The changes to the M&A Scheme are aligned with the clear theme in this year's Budget on assisting SMEs and making their access to fiscal assistance for expansion easier.

But this year's Budget is not just about focusing on companies - in fact, it is one of the most holistic, touching on every aspect of the economy and life, from overseas growth to continued education through the years to social support for various segments of the society. It is a special SG50 Budget indeed.

As Education Minister Heng Swee Keat, who is also chairman of the SG50 Steering Committee, said: "SG50 is about celebrating the enduring values that we share as Singaporeans, values that undergird the Singapore Spirit . . . reflecting on how far we've come as a nation in the last 50 years, celebrating where we are now, and committing to an even better next 50 years."

In the same light, as much as Budget 2015 is about reflecting on our achievements to date as a nation and redistributing the fruits of our nation's labour back to our people, it is also about propelling this little red dot to greater heights and further beyond the shores of Singapore.

It is a truly a progress plan that underpins Singapore's readiness for her next 50 years of successful nation-building.

  • The writers are respectively partner and director, transaction tax, at EY in Singapore


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Dynamic Oil's links with debtor under study

Straits Times
14 Feb 2015
Grace Leong

THE liquidators of Dynamic Oil Trading told creditors yesterday that one of their key priorities is to look into the Singapore unit's dealings with Tankoil Marine, its largest debtor.

Previous reports have suggested that Tankoil could have been involved in the alleged fraud in Singapore that led to the collapse of Denmark-based OW Bunker, Dynamic Oil's parent firm and the world's biggest bunker supplier.

The Straits Times understands that letters of demand have been issued to Tankoil, which owes US$156.4 million (S$212.6 million).

The firm, whose bunker supplier and bunker craft operator licence was revoked by the Maritime and Port Authority of Singapore on Feb 9, could not be reached for comment.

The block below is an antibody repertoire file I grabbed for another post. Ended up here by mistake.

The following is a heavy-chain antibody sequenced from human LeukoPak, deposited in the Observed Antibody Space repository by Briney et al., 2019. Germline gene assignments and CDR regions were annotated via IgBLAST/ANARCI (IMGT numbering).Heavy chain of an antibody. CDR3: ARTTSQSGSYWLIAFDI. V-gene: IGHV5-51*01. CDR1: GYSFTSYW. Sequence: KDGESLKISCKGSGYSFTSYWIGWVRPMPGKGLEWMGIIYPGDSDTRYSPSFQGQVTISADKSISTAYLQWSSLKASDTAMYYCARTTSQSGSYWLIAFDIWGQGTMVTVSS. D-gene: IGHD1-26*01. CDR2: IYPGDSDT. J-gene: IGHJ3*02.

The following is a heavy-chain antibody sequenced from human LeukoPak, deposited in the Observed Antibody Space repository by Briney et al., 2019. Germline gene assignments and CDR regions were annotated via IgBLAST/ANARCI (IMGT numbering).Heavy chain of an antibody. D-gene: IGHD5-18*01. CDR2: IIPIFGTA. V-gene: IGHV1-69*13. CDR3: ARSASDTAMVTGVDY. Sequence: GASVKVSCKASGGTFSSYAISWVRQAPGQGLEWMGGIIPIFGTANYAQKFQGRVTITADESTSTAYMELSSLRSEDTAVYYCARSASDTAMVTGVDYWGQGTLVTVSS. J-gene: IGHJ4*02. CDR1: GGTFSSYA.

The liquidators said they could not comment further on the matter, but hope to work closely with the trustees of the Danish parent to gain full access to Dynamic Oil's Singapore records maintained in Denmark.

The creditors' meeting yesterday also unanimously confirmed the appointment of the provisional liquidators - KPMG partners Bob Yap Cheng Ghee, Chay Fook Yuen and Tay Puay Cheng - as liquidators of Dynamic Oil.

Based on the statement of affairs filed by Dynamic Oil directors, there is an estimated US$329 million in receivables due to the company. In addition, it has more than 100 unsecured creditors, to whom it owes about US$198 million.

KPMG, which was confirmed as the liquidator of OW Bunker's other unit, OW Bunker Far East, signed a cooperation agreement with PricewaterhouseCoopers (PwC) yesterday.

It sets up a framework for the collection of all amounts owed to Dynamic Oil. A similar agreement was reached with OW Bunker Far East on Monday.

Said Mr Yap: "With the strong mandate from the creditors, and the support to be provided by them, we will focus on taking steps to maximise recovery for their benefit. We are also confident that with the cooperation agreement in place, the process of recovering receivables will be accelerated; and we will work actively with the receivers to achieve such recovery."

Rajah & Tann Singapore LLP is acting for the liquidators, while Drew & Napier LLC is acting for the receivers.

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Landmark decision on death penalty sparks legal debate

Straits Times
28 Feb 2015
K.C. Vijayan

Law fraternity discusses first case before apex court after rule change

WHEN it comes to a murderer, how brutal must he be to warrant the death penalty?

In a landmark decision last month, judges were divided on this point - deciding in the end by three to two that convicted killer Kho Jabing, 31, will hang.

The decision sparked keen discussion among the legal fraternity, who noted that while it did provide some guidelines on when the death penalty should be upheld, these may not be enough.

Kho's was the first murder case to reach the Court of Appeal since new laws kicked in two years ago, giving judges more sentencing discretion for murder and drug-trafficking offences, as an alternative to mandatory hanging.

In 2008, Kho, a Sarawakian rag-and-bone man, bludgeoned a construction worker repeatedly with a branch while trying to rob him.

The decision of the nation's highest court last month hinged on what three of the judges said was the "sheer savagery and brutality" Kho had displayed. In essence, the act "outraged the feelings of the community", which justified the death penalty.

The two dissenting judges, however, were not convinced there was enough evidence to conclude beyond a reasonable doubt that Kho had struck the victim three or more times, or with such force as to cause the man's fatal skull fractures.